Animal Researchsection" id="antioxidant-activity">Antioxidant activitypt;">Astaxanthin’s antioxidant properties may help protect the brain from the deleterious effects of aging and neurodegeneration.
Abundant in marine animals, astaxanthin is a carotenoid that is quickly rising in popularity as a dietary supplement. As a nootropic, it can be beneficial by providing:
- Neuroprotection. Astaxanthin is a powerful antioxidant that can help maintain optimal cognitive function by protecting brain cells.
Astaxanthin is a carotenoid compound that is largely responsible for the pinkish-red coloring of shrimp, lobsters, crayfish, salmon, and other marine life. Medical researchers have recently taken a keen interest in this powerful natural antioxidant because of its ability to support eye health. Indeed, research suggests that much like lutein and zeaxanthin – two other xanthophyll carotenoids – astaxanthin can both protect and enhance vision.
But far from just benefiting the eyes, astaxanthin has also been demonstrated to support skin, joint, and brain health. As a nootropic supplement, astaxanthin is known to cross the blood-brain barrier and confer protection to brain cells, helping fight the deleterious effects of aging and safeguard the brain from neurodegenrative disorders such as Alzheimer’s. These effects have made it a popular choice for older adults, especially in the context of age-associated cognitive impairment.
How Astaxanthin Might Help the Brain>Antioxidant activity
Oxidative stress is a key player in brain aging and associated neurodegenerative conditions such as Alzheimer’s and Parkinson’s. As the case with many nootropics, astaxanthin is a highly-potent antioxidant, helping alleviate oxidative damage in the brain, protecting neurons and alleviating the negative impacts of aging on the brain. 1 2
Astaxanthin’s Nootropic Uses & Benefitss a nootropic, astaxanthin is popular with older adults looking to both protect against and alleviate aging-associated brain issues such as forgetfulness and other memory problems, mild cognitive impairment, and more serious neurodegenerative conditions such as Alzheimer’s and Parkinson’s dementia. Astaxanthin’s antioxidant, brain-protective qualities are supported by a growing number of clinical trials.
Animal and cell culture studies suggest that astaxanthin can benefit the brain by:
- Alleviating the negative effects of brain aging in rats by reducing oxidative stress and boosting BDNF levels 3
- Protecting neurons from oxidative stress-related degeneration, suggesting that it is a “potential candidate for natural brain food” 4
- Offering protection against Alzheimer’s and Parkinson’s 5 6
Human Researcharly clinical trials demonstrate that astaxanthin can improve cognitive impairment and memory-related problems in particular.
The goal of this randomized, double-blind, placebo-controlled study was to examine the effects of astaxanthin-rich algae (Haematococcus pluvialis) supplementation on cognitive function. A total of 96 adults (aged 45-64) complaining of forgetfulness were given placebo or algae capsules (containing 6 or 12 mg astaxanthin) daily for 12 weeks. The 12 mg group saw improvements of cognitive function as demonstrated by improved scores on the CogHealth test, and both 6 and 12 mg groups improved in the Groton Maze Learning test that assesses executive function.
- The researchers concluded that “astaxanthin-rich Haematococcus pluvialis extract improves cognitive function in the healthy aged individuals.“7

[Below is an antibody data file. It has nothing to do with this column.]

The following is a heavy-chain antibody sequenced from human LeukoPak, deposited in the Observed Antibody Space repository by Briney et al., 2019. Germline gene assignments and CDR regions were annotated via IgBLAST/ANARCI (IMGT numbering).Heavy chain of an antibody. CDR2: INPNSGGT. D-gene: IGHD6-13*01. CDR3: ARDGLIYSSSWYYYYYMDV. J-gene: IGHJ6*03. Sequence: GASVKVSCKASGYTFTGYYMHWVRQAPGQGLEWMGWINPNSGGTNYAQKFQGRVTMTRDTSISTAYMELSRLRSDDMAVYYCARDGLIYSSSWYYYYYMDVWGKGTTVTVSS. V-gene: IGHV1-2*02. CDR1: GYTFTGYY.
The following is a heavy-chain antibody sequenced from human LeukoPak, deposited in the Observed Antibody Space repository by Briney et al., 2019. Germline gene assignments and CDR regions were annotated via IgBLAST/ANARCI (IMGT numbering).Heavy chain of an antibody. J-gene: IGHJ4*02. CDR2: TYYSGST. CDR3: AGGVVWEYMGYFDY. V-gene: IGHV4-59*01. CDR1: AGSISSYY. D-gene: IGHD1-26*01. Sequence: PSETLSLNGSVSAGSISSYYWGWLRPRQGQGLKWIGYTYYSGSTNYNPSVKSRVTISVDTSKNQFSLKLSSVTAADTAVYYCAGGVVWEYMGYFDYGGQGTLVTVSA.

In this randomized, double-blind, placebo-controlled trial, 30 adults were supplemented with astaxanthin (6 or 12 mg) or placebo daily to test its efficacy for dementia. Supplementation resulted in reduced levels of phospholipid hydroperoxides (PLOOH) that are typically seen in the red blood cells (RBC) of dementia patients, suggesting that astaxanthin can help fight dementia by improving RBC antioxidant status.
- The researchers concluded that “astaxanthin supplementation results in improved erythrocyte antioxidant status and decreased PLOOH levels, which may contribute to the prevention of dementia.“8
Supplements in Review Says
Astaxanthin’s antioxidant properties may help protect the brain. Research suggests that astaxanthin helps fight the oxidative stress implicated in aging-related cognitive impairment and neurodegenerative disorders, resulting in sharper brain function.
We recommend the research-supported 12 mg dose. This nootropic dose seems to be the most effective according to published human studies.
- Liu X et al. Astaxanthin inhibits reactive oxygen species-mediated cellular toxicity in dopaminergic SH-SY5Y cells via mitochondria-targeted protective mechanism. Brain Res. 2009 Feb 13;1254:18-27. ↩
- Lee DH et al. Astaxanthin protects against MPTP/MPP+-induced mitochondrial dysfunction and ROS production in vivo and in vitro. Food Chem Toxicol. 2011 Jan;49(1):271-80. ↩
- Wu W et al. Astaxanthin alleviates brain aging in rats by attenuating oxidative stress and increasing BDNF levels. Food Funct., 2014, 5, 158-166. ↩
- Liu X and Osawa T. Astaxanthin protects neuronal cells against oxidative damage and is a potent candidate for brain food. Forum Nutr. 2009;61:129-35. ↩
- Ikeda Y et al. Protective effects of astaxanthin on 6-hydroxydopamine-induced apoptosis in human neuroblastoma SH-SY5Y cells. J Neurochem. 2008 Dec;107(6):1730-40. ↩
- Nakagawa K et al. Amyloid β-induced erythrocytic damage and its attenuation by carotenoids. FEBS Lett. 2011 Apr 20;585(8):1249-54. ↩
- Katagiri M et al. Effects of astaxanthin-rich Haematococcus pluvialis extract on cognitive function: a randomised, double-blind, placebo-controlled study. J Clin Biochem Nutr. 2012 Sep;51(2):102-7. ↩
- Nakagawa K et al. Antioxidant effect of astaxanthin on phospholipid peroxidation in human erythrocytes. Br J Nutr. 2011 Jun;105(11):1563-71. ↩